Thursday, January 14, 2010

Coal ash recyclers predict doom if EPA labels ash as hazardous; proponents claim scare tactics used

We reported in December that the Environmental Protection Agency had delayed a decision on new rules for the disposal of coal ash waste. One holdup in that decision appears to be the effect a hazardous waste designation would have on ash recycling efforts. "Slapping a hazardous label on coal ash and other coal byproducts would trigger the writing of a federal disposal standard to replace a patchwork of state regulations," Patrick Reis of Greenwire reports for The New York Times.

Industry officials say a hazardous designation would cripple the ash-recycling enterprise that the Electric Power Research Institute says generates $5 to $10 billion a year in revenue for coal-burning utilities, Reis reports. The American Coal Ash Association says about 60 million tons, 45 percent of the total ash generated in 2008, was used to fill abandoned mines, make concrete and shore up eroding highway embankments. The American Society for Testing and Materials International, a coalition that sets material and building standards, said last month it would not support the use of coal ash in concrete if the ash is declared a hazardous waste.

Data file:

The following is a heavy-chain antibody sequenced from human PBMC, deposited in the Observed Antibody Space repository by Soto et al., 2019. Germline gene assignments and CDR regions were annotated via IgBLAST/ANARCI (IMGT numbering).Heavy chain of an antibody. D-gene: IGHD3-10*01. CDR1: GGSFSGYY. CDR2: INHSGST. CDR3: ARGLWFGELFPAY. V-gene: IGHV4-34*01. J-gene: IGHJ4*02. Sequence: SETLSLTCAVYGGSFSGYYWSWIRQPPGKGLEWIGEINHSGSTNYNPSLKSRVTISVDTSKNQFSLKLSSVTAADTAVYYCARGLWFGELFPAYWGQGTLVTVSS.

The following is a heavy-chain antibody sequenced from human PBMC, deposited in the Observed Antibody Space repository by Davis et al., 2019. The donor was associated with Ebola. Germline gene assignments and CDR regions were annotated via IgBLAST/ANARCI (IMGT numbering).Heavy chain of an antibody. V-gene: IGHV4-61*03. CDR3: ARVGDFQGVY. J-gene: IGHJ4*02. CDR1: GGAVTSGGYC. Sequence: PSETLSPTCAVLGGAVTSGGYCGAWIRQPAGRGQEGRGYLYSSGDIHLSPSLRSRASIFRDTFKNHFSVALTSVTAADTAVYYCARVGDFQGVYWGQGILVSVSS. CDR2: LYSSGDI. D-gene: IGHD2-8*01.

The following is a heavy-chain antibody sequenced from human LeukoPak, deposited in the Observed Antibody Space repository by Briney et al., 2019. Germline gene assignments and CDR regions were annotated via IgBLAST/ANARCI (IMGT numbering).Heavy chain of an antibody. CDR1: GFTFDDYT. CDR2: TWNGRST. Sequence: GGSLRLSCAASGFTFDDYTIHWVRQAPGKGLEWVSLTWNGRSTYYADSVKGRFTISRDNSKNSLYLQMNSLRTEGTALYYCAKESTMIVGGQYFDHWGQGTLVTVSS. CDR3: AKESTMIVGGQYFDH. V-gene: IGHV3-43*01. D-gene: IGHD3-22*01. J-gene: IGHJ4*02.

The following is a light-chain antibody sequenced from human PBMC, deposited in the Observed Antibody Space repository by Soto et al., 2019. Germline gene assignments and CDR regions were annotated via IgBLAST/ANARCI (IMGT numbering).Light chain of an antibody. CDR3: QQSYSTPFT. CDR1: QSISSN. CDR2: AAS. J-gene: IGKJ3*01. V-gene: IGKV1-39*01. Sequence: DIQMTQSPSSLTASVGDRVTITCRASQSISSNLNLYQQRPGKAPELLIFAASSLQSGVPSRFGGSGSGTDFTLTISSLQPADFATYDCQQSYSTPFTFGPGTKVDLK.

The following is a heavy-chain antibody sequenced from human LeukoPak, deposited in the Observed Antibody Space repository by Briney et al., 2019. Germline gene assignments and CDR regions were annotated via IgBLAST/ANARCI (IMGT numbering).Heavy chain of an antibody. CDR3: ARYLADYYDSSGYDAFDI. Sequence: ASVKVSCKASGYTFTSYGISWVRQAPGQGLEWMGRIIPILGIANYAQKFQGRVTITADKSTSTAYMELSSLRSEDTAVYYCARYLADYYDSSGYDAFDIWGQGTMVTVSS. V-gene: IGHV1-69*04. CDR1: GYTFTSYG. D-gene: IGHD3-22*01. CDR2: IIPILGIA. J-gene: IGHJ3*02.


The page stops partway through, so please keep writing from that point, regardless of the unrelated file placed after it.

Supporters of the hazardous designation say fears about the death of the recycling industry are unfounded and just a scare tactic from industry officials. "I have never seen the first study or piece of data to substantiate the claim that there would be this stigma that would stop recycling of coal ash," Jeff Stant, director of the Environmental Integrity Project's campaign for federal regulation of coal-combustion waste, told Reis. "It's important to note that the people who have been making that claim are the ones who have a financial interest in not having the designation." EPA could issue a hybrid ruling that declared ash as waste hazardous ash put toward beneficial use as OK. (Read more)

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